The Best of Both Worlds: Rural Practice, Urban Lifestyle

In this week's profile of rural dentists building amazing careers, Dr. Sara Stuefen shows us how she enjoys the best of both worlds: a rural practice and an urban lifestyle.

As a member of the ADA’s New Dentist Committee, Dr. Stuefen often spoke to dental students who assume they need to practice in an urban area to live the type of life they want. But she’s quick to point out, “When you graduate, you don’t know what practice style is right for you until you try. There are so many great opportunities in small towns, and you can afford to have the latest technology!”

She also dispels a common misconception: “Rural doesn’t have to mean four hours to the nearest Target. Besides, you can order everything online these days.”

After graduating from the University of Iowa, Dr. Stuefen wanted to work in a small town where she could know her patients and make a difference. “I know I flourish in a smaller environment,” she says. “I like feeling connected to my patients and being able to rely on myself.”

However, her engineer husband needed to be in a more urban area to find a job. (This was a decade before the COVID-19 pandemic forced many businesses to realize how many jobs can actually be done from home.)

So they compromised: Dr. Stuefen bought a practice in Vinton, Iowa (population 4,900) and the couple moved to Cedar Rapids (with 132,000 people), just 40 minutes away.

It’s turned out to be the perfect fit for all their needs.

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Topics: Real Talk, Small Market

The Perfect Blend: How One Dentist Found a Close-Knit Community with Ideal Work-Life Balance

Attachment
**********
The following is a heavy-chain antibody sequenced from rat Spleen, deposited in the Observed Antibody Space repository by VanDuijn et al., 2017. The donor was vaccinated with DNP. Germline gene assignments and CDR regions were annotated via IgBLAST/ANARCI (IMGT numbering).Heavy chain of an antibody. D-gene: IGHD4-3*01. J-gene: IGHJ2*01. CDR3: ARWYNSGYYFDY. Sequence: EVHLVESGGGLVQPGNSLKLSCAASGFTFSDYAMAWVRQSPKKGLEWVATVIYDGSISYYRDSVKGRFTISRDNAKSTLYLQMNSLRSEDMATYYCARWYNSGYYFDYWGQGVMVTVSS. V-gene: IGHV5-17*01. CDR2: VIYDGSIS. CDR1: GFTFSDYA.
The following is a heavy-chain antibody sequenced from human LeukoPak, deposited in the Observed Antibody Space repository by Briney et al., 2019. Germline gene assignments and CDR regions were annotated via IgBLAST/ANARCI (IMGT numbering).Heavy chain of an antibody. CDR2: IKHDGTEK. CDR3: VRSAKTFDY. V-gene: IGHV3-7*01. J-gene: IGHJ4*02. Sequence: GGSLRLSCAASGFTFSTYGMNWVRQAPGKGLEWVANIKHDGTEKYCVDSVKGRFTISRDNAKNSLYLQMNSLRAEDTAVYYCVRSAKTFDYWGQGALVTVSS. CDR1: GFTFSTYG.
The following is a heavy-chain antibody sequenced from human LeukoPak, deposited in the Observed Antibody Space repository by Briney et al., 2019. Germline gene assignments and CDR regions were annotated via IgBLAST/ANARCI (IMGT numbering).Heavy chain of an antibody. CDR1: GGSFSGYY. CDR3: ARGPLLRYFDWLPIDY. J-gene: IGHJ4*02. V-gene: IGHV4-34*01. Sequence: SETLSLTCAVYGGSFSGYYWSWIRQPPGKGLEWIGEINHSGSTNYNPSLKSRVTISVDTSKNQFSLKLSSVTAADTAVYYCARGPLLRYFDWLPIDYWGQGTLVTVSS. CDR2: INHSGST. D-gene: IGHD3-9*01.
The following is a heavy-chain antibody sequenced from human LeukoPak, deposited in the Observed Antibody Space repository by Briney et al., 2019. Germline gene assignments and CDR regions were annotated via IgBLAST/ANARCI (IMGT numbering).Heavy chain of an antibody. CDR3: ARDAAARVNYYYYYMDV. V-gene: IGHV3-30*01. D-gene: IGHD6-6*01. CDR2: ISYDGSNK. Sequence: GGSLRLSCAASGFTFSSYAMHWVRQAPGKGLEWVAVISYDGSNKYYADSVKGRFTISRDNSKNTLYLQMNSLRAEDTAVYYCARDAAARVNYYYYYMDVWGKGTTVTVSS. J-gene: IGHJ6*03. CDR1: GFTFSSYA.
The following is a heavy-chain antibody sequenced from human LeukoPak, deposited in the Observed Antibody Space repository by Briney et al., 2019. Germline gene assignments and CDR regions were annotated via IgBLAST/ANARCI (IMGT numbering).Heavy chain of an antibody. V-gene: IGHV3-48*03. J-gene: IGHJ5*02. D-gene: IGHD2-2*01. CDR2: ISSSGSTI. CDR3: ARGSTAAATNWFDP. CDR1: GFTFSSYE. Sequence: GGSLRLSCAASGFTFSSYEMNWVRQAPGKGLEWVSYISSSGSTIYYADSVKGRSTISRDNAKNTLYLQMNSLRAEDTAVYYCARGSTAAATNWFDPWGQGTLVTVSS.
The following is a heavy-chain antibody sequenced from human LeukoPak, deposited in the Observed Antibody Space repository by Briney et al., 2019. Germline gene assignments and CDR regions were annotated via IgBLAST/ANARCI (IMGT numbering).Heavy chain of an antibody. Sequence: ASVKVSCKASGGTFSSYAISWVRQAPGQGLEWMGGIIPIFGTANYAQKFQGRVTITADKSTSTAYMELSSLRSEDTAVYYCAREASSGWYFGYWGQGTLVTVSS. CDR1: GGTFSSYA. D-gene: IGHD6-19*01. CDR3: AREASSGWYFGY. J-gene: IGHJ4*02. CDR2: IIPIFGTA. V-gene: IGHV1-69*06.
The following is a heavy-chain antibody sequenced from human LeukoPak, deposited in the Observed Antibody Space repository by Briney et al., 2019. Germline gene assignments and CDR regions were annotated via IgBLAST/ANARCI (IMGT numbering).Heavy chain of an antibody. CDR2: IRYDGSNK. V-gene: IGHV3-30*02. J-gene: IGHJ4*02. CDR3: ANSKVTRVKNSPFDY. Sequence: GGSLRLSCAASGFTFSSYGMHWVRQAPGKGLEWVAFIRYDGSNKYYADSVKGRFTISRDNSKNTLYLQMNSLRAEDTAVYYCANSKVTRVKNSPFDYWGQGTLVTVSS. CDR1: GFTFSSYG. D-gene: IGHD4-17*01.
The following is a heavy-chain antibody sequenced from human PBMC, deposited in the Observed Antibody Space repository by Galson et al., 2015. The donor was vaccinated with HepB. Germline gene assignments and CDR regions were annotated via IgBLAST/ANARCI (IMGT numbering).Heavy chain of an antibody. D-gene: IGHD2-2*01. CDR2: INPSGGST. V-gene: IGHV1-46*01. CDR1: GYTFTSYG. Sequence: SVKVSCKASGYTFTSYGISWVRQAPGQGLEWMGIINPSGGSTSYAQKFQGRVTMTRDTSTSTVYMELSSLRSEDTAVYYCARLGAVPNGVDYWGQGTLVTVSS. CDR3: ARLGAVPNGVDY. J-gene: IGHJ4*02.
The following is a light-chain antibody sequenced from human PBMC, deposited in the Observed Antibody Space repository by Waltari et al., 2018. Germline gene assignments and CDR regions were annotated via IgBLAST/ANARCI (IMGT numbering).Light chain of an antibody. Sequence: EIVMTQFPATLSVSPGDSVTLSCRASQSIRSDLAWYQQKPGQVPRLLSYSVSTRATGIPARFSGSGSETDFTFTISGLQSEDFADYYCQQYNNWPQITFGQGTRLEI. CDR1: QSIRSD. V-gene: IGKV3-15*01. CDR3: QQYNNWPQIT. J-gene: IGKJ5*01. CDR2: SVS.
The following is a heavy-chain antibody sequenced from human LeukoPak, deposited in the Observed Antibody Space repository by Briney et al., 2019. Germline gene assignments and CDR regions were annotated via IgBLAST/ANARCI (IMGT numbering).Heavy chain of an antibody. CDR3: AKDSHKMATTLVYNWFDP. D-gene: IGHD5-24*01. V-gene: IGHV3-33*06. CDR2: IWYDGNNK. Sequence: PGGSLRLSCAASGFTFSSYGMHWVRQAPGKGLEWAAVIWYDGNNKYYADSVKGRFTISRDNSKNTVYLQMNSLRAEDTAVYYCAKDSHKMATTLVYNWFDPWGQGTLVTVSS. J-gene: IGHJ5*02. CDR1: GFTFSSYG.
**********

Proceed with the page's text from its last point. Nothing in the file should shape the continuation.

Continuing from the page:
Dr. Jenna Hatfield never thought she would end up back in the small town where she grew up. After all, Norfolk, Nebraska has just 24,000 people. However, after dental school in Lincoln, Nebraska (population 283,000), Dr. Hatfield and her husband realized that Lincoln didn’t feel like the right place to raise a family. 

By chance, Dr. Hatfield heard that her childhood dentist in Norfolk was trying to figure out his exit strategy. The timing was perfect: she came in as his associate, then bought out the practice two years ago. 

Today, she’s built an ideal life in Norfolk. She does the type of dentistry she loves, makes a difference in her community, and has the flexibility to care for her family and children. 

“I never thought I’d end up back in Norfolk, but it just felt right,” she says.

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Topics: Real Talk, Small Market

Want a Lucrative Practice With Great Work-Life Balance? Go Rural!

Most dental practice buyers want the same thing: a financially sound practice where they can do the type of dentistry that excites them and keeps them engaged.

However, as they go through the process of considering potential practices, I see many would-be buyers turn down practices that could be a great fit. 

Often, it comes down to a single factor: location. Many buyers assume that they can only have the lifestyle and practice they want in a big urban center or its immediate suburbs. The reality is different, however. While they may find a great practice in a city, it can come with costs: a higher price tag, tougher competition, more expensive housing, and a more hectic lifestyle.  

Over the past several months, we’ve been speaking with some very successful dentists, including several on the ADA’s New Dentist Committee. Each of these dentists has built a satisfying, lucrative career — beyond the big city. Each has also attained a comfortable work-life balance. They practice dentistry the way they want to while living a lifestyle with plenty of time for family, community, travel, and other interests.

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Topics: Real Talk, Small Market